Vietnam Update: August 23

Vietnam’s Covid-19 situation has worsened over the past week, while events over the weekend in Ho Chi Minh City – the current epicentre of Vietnam’s fourth wave – were somewhat chaotic due to a lack of clarity on the next phase of the city’s response to containing the outbreak. City residents scrambled to buy supplies in anticipation of a city-wide blockade and a strict stay at home policy, likely creating a number of super-spreading incidents.  We expect the worst has yet to come for HCMC and that the number of cases and fatalities will continue to spike in the coming days and weeks. Here is Access Asia’s Monday update on the situation in collaboration with Vietnam Weekly, a subscription-based publication covering current affairs in Vietnam.

On Friday morning, it was announced that a ‘stay in place’ lockdown would begin for HCMC  at midnight Sunday. Prime Minister Pham Minh Chinh then said that this would last for at least two weeks, and military and additional police units would be mobilized to oversee food distribution and other logistics (last night this was named Directive 11).  A set of photos soon emerged – two depicting armored personnel carriers on unidentifiable Vietnamese streets and another showing soldiers at an airport – made their way through chat groups  with people seeming to believe that tanks were rolling into town.  Almost 3,000 soldiers are reportedly being deployed to all 312 of HCMC’s wards and communes to help distribute welfare packages, go shopping for people and ensure social distancing compliance.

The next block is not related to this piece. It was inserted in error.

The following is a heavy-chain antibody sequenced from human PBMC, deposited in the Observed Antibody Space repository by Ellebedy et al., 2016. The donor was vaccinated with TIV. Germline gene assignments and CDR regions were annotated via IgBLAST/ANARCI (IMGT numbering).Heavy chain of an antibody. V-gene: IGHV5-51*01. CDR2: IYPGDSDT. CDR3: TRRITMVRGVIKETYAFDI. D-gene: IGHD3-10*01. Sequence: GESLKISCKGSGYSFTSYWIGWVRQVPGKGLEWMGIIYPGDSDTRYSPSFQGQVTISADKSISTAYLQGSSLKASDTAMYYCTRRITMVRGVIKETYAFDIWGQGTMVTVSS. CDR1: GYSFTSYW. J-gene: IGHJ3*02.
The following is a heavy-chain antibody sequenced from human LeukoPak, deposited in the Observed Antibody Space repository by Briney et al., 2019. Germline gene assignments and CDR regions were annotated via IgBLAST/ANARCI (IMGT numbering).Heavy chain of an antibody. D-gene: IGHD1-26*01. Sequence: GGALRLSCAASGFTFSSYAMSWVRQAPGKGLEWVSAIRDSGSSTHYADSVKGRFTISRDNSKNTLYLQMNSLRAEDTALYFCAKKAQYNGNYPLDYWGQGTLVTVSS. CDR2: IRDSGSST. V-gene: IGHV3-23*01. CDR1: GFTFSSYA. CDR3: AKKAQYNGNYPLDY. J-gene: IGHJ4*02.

Perhaps appropriately, wartime language is being used, such as the city needing “to build each ward, commune and township; each agency, factory and enterprise to be a fortress for epidemic prevention and control,” while officials have called residents “soldiers” in the “battle” against Covid.

Late Friday night, chairman of the city People’s Committee Nguyen Thanh Phong was “re-assigned” by the Politburo to a  position in Hanoi. While no official reason was given, the obvious inference is that Hanoi is not happy with the city’s handling of the outbreak. Then, on  Saturday morning, a complete lack of clarity helped create a city-wide potential superspreader event perfect for the Delta variant, with huge lines at supermarkets and pharmacies and massive crowds clearing out shelves in preparation of even a more strict lock-down beginning today. Here are some photos.

From the events over the weekend in HCMC, it seems likely that cases will continue rise in the coming days and weeks and that the government’s plan to have the situation under control in HCMC by Sept 15 seems unlikely. We believe the worst has yet come for HCMC.

Positively, however, is that vaccination numbers are increasing rapidly and now mobile vaccination teams will be deployed to do home vaccinations in high risk areas of HCMC. Yet, the pace of vaccinations will need to accelerate as clearly now it is a race against of time.


Despite Vietnam’s lock-down and restrictions of movement, Access Asia Group remains open for business in Vietnam. Our team here is still able to work remotely and diligently. Should you have any queries, please contact us at